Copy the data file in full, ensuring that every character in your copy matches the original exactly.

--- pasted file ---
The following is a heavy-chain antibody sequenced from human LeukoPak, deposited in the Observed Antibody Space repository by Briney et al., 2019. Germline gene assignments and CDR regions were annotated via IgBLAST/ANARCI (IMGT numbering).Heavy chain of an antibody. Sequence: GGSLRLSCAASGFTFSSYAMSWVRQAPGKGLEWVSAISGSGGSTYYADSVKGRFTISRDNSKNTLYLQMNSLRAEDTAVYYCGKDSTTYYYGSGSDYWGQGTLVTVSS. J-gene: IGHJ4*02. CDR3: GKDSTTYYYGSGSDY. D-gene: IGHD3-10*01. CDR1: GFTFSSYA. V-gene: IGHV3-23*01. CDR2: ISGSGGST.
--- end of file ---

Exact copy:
The following is a heavy-chain antibody sequenced from human LeukoPak, deposited in the Observed Antibody Space repository by Briney et al., 2019. Germline gene assignments and CDR regions were annotated via IgBLAST/ANARCI (IMGT numbering).Heavy chain of an antibody. Sequence: GGSLRLSCAASGFTFSSYAMSWVRQAPGKGLEWVSAISGSGGSTYYADSVKGRFTISRDNSKNTLYLQMNSLRAEDTAVYYCGKDSTTYYYGSGSDYWGQGTLVTVSS. J-gene: IGHJ4*02. CDR3: GKDSTTYYYGSGSDY. D-gene: IGHD3-10*01. CDR1: GFTFSSYA. V-gene: IGHV3-23*01. CDR2: ISGSGGST.